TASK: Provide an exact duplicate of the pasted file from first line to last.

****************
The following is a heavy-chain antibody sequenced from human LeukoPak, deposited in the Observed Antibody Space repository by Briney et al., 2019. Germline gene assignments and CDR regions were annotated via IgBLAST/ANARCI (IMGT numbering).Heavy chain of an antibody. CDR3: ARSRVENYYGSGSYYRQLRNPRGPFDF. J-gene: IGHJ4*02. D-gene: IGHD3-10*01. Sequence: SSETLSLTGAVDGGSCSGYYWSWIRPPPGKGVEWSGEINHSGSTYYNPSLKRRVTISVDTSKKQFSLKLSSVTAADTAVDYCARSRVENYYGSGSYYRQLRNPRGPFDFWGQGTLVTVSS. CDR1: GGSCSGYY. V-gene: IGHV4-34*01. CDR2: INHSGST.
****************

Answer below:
The following is a heavy-chain antibody sequenced from human LeukoPak, deposited in the Observed Antibody Space repository by Briney et al., 2019. Germline gene assignments and CDR regions were annotated via IgBLAST/ANARCI (IMGT numbering).Heavy chain of an antibody. CDR3: ARSRVENYYGSGSYYRQLRNPRGPFDF. J-gene: IGHJ4*02. D-gene: IGHD3-10*01. Sequence: SSETLSLTGAVDGGSCSGYYWSWIRPPPGKGVEWSGEINHSGSTYYNPSLKRRVTISVDTSKKQFSLKLSSVTAADTAVDYCARSRVENYYGSGSYYRQLRNPRGPFDFWGQGTLVTVSS. CDR1: GGSCSGYY. V-gene: IGHV4-34*01. CDR2: INHSGST.